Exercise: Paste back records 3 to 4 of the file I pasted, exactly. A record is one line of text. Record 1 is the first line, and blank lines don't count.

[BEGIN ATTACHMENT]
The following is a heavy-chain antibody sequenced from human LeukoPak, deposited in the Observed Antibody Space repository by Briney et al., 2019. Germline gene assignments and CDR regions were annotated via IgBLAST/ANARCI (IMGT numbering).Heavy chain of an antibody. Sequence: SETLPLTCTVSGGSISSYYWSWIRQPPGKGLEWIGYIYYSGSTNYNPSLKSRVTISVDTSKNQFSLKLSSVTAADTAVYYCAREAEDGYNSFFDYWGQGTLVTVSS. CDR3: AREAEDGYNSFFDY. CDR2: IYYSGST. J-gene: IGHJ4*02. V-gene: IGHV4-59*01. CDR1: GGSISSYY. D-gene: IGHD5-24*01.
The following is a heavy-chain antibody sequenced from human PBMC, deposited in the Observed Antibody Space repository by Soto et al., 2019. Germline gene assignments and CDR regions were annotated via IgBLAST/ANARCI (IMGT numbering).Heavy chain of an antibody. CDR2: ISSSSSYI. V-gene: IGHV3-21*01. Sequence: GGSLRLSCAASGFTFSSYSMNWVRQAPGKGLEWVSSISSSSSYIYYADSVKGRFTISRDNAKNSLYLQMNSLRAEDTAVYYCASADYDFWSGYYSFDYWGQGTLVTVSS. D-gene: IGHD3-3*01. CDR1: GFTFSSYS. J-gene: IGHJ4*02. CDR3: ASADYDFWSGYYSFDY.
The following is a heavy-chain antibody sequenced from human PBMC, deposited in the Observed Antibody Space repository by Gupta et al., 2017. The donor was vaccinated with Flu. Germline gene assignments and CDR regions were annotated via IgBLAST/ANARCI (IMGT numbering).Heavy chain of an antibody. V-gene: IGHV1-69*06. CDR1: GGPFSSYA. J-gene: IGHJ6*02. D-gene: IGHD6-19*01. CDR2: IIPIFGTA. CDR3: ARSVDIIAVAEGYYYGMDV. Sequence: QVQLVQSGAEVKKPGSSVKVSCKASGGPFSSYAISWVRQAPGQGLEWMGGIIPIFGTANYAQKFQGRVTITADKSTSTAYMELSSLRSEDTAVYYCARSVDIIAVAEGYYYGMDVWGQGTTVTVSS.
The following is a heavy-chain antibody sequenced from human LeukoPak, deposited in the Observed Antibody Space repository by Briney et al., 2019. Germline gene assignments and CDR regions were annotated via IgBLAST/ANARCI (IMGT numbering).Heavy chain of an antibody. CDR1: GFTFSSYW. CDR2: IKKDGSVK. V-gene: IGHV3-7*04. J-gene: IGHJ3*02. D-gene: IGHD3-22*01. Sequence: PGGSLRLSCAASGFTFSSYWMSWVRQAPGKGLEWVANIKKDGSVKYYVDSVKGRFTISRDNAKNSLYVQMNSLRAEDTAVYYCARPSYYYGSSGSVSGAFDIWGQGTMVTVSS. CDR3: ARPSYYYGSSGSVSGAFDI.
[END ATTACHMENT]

The following is a heavy-chain antibody sequenced from human PBMC, deposited in the Observed Antibody Space repository by Gupta et al., 2017. The donor was vaccinated with Flu. Germline gene assignments and CDR regions were annotated via IgBLAST/ANARCI (IMGT numbering).Heavy chain of an antibody. V-gene: IGHV1-69*06. CDR1: GGPFSSYA. J-gene: IGHJ6*02. D-gene: IGHD6-19*01. CDR2: IIPIFGTA. CDR3: ARSVDIIAVAEGYYYGMDV. Sequence: QVQLVQSGAEVKKPGSSVKVSCKASGGPFSSYAISWVRQAPGQGLEWMGGIIPIFGTANYAQKFQGRVTITADKSTSTAYMELSSLRSEDTAVYYCARSVDIIAVAEGYYYGMDVWGQGTTVTVSS.
The following is a heavy-chain antibody sequenced from human LeukoPak, deposited in the Observed Antibody Space repository by Briney et al., 2019. Germline gene assignments and CDR regions were annotated via IgBLAST/ANARCI (IMGT numbering).Heavy chain of an antibody. CDR1: GFTFSSYW. CDR2: IKKDGSVK. V-gene: IGHV3-7*04. J-gene: IGHJ3*02. D-gene: IGHD3-22*01. Sequence: PGGSLRLSCAASGFTFSSYWMSWVRQAPGKGLEWVANIKKDGSVKYYVDSVKGRFTISRDNAKNSLYVQMNSLRAEDTAVYYCARPSYYYGSSGSVSGAFDIWGQGTMVTVSS. CDR3: ARPSYYYGSSGSVSGAFDI.